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Is the Big Data a Non-Human Ethnography?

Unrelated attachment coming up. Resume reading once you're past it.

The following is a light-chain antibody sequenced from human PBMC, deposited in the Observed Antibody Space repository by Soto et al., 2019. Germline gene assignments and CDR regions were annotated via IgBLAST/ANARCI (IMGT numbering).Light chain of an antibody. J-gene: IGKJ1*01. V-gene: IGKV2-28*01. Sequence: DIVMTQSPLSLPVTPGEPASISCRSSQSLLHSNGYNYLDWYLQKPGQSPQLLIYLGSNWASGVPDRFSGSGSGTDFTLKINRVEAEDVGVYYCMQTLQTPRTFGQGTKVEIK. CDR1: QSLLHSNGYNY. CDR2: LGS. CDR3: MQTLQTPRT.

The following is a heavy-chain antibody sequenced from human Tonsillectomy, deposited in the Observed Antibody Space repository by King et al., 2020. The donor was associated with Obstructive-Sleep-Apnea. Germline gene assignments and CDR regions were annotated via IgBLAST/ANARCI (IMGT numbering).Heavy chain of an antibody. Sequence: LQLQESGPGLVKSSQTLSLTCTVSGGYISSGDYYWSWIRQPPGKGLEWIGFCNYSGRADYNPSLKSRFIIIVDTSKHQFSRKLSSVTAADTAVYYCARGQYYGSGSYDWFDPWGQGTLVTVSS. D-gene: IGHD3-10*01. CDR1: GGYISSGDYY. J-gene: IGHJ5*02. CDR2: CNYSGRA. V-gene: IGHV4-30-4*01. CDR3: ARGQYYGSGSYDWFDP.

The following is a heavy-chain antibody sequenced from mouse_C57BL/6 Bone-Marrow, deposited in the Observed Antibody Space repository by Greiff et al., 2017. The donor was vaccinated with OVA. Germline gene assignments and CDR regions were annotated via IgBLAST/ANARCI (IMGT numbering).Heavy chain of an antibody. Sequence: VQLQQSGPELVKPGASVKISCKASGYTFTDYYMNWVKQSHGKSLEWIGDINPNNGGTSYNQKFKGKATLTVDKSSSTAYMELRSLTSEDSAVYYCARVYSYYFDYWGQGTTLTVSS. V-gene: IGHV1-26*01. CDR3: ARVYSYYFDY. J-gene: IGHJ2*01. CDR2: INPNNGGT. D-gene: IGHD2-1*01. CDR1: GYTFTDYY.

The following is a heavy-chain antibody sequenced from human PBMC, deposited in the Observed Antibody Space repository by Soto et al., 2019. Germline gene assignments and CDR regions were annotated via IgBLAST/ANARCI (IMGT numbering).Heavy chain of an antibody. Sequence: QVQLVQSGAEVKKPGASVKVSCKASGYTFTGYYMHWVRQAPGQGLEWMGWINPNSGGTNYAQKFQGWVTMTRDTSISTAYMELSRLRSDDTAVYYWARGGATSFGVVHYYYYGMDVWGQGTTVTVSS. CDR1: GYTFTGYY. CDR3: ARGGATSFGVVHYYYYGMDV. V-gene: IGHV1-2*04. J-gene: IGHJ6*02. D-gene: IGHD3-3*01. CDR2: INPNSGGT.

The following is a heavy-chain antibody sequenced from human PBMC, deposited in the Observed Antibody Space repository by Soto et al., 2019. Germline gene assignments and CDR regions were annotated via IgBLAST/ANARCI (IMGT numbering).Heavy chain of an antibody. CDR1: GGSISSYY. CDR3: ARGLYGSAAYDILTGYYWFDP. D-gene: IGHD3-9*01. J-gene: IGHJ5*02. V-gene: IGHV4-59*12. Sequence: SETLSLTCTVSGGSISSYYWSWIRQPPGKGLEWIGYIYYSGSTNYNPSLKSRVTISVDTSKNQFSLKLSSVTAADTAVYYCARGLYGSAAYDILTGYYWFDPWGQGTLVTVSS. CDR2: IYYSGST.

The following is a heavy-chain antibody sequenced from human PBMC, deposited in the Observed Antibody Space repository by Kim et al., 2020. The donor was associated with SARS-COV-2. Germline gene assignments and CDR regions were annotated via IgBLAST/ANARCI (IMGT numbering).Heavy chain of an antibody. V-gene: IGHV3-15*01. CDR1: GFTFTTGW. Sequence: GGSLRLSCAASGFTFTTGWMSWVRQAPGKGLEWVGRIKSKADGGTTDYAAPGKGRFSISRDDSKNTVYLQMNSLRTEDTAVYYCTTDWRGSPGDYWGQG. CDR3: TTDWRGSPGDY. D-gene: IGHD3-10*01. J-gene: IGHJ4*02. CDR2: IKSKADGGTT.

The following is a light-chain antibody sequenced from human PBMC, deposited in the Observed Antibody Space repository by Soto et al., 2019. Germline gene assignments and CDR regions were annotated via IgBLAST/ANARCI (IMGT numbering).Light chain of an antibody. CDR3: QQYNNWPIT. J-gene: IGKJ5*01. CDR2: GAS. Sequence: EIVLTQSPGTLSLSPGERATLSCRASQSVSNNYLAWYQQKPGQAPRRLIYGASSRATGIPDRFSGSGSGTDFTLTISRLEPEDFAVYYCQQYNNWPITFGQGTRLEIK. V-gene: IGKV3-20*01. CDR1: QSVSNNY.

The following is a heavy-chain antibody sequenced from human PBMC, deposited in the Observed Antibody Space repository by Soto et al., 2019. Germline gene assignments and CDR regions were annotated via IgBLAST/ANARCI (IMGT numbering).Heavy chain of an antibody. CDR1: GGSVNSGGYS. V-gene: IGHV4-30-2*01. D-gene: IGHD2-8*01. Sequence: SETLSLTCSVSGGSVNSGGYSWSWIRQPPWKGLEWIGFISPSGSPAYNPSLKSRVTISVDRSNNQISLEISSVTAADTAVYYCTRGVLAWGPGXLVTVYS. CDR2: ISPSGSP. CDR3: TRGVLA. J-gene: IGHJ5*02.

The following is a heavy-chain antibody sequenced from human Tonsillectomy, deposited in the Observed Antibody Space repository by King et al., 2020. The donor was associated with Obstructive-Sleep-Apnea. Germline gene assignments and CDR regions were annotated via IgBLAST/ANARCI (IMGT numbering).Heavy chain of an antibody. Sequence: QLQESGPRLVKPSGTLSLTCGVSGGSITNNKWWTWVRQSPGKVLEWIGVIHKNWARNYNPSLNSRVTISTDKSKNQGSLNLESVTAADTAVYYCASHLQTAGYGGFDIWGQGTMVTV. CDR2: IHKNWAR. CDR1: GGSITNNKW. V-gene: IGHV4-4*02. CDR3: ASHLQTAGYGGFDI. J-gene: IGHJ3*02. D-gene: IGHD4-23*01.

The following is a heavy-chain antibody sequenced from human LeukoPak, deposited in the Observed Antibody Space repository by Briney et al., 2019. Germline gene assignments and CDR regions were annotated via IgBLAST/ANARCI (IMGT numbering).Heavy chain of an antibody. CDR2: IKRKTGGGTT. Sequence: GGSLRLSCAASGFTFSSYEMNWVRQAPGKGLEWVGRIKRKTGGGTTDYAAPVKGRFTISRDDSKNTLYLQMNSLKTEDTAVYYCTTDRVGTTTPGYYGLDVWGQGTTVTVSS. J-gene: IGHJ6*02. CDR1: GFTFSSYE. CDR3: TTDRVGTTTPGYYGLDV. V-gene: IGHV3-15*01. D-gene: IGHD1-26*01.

Recent scandals concerning the ab/use of personal data by internet giants such as Facebook or Google sparks a new discussion of how to ethically construct, collect and analyse datasets in cyberspace and what impact can these datasets have on the “real” world. Following argument made by Patricia Ticineto Clough concerning the “datalogical turn” and its relation to sociological unconscious, this paper argues that Big data, in its individualizing and performative nature, strangely resonates with ethnographic practices. Similarly as ethnographers, also Big data-collecting agents follow their objects of inquiry into their daily routines on a minute level, interact with them and directly participate in construction of their reality while transcending varying ontologies – those of researcher-agents and those of interlocutors. In other words Big data can be viewed as ethnography conducted by non-human agents. In such case then the paper further argues for the critique of Big data to be put into comparison with post-modern critique of ethnographic representations. By mobilizing the self-reflexive discussions concerning ethnographer’s moral, scientific and individual responsibilities within/towards the field, anthropology could therefore significantly contribute to the current debate concerning similar issues on the frontiers of the cyber-space and the “real” world.